A lot of legal mind’ are saying what I am. This is not a usual situation so the normal the priminster gets, if they get the votes in commons, does not apply. thats why they are referred to as the “Common’s”

          Only a fool who does not understand what can be done would deny this.

          Check, nothing becomes law, until it is signed by the crown.

          Check, the Crown can not be compelled to sign.

        • nick kelly says:

          Typo: is it logically ‘impossible’ should read ‘possible’

        • nick kelly says:

          Sorry – first version was correct.
          Hopefully anyone who’s tried to deal with questions like ‘what if reality is only apparent’ will sympathize.

          If any one wants (sort of) amusement, post this idea of the Queen maybe not signing a Brexit bill on the Guardian.

        • d says:

          So your a guardian reader, than explains a little.

  8. c smith says:

    “…the UK will leave the EU without any new trade agreements with the EU in place.” How is it that the entirety of international commerce came to be controlled by state entities? Why can’t, Mercedes, for example, simply sell a vehicle to a British citizen (and pay whatever taxes are involved on the proceeds) without a formalized “agreement” between the EU and Britain? THIS is the problem, and it seems to me that Brexit is the first step to solving it.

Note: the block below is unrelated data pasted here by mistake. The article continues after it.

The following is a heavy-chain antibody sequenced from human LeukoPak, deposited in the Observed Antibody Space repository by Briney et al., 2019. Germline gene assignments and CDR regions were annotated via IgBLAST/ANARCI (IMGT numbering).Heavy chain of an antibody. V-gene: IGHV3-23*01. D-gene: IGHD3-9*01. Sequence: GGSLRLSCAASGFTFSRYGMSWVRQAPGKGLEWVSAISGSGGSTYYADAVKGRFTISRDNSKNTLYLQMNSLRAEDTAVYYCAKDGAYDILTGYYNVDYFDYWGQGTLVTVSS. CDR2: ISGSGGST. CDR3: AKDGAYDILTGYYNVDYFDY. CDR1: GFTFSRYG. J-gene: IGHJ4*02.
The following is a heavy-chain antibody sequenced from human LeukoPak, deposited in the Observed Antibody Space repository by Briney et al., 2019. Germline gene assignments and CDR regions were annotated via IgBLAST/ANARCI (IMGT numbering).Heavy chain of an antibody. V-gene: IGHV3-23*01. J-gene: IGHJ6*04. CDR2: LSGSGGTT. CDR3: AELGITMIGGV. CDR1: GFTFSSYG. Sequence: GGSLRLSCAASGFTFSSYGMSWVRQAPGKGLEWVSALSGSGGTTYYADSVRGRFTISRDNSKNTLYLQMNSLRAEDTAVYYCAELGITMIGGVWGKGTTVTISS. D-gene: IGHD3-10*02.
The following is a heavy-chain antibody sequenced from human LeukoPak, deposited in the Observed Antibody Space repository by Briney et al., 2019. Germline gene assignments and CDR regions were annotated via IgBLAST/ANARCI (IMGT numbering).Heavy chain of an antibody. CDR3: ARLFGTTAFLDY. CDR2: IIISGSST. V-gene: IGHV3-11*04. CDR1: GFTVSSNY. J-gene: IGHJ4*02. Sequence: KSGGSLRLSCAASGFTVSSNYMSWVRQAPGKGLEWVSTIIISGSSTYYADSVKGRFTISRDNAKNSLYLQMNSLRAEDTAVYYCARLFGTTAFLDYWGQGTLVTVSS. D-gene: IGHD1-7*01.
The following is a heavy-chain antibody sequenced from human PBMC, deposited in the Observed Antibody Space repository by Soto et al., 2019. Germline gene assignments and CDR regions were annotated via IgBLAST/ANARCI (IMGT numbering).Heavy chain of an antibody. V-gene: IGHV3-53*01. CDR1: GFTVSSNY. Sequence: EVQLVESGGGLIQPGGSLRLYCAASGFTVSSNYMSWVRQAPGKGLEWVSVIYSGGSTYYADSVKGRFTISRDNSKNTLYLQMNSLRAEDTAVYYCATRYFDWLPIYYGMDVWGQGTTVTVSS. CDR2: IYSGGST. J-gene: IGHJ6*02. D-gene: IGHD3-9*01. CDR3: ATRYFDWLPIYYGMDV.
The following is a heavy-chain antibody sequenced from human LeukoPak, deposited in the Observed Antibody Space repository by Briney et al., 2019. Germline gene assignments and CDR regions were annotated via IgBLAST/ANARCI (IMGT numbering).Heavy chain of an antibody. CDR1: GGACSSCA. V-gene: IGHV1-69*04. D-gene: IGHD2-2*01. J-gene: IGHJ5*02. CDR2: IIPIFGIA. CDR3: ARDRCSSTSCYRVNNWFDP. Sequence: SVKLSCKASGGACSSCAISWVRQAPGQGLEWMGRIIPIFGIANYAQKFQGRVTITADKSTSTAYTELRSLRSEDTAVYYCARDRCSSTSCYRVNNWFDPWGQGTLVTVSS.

• nick kelly says:

      Are you advocating for world free trade? Oh you’re going to have fun at this party!

  9. Lars says:

    How did The City make out with the opening of the Shanghai Gold Exchange ? Did they lose market share in gold trading. Did they have to change their gold quote prices to be more in agreement with Shanghai prices. Would these be major reasons for why the Yuan is under pressure now, as the ‘financial war’ against China is becoming a gathering storm. I’m unsure of where to find this kind of information.

    • nick kelly says:

      Somewhere in the history of these comments ( I think it’s this site) a guy describes importing a new BMW (or Benz?) just when the pound is looking iffy (!) and ready for a big hit.
      So he phones a bank that trades currencies and the guy says roughly: ‘you want to lock in 15,000 pounds at X? Done.’
      All verbal. Re: only 15K -I think this was in the 70’s
      And the pound does take a big hit. The guy is a bit nervous but no problem- the bank takes the loss.
      You don’t get this reputation overnight.
      Shanghai has some distance to go- although it could be entered for most improved student.

    • Sadasivan says:

      You may try the following sites for more info,among the many available:-
      kingworldnews, http://kingworldnews.com/

  10. Sound of the Suburbs says:

    The City’s USP – financial cess pit of the world.

    You can’t take that away.

Comments are closed.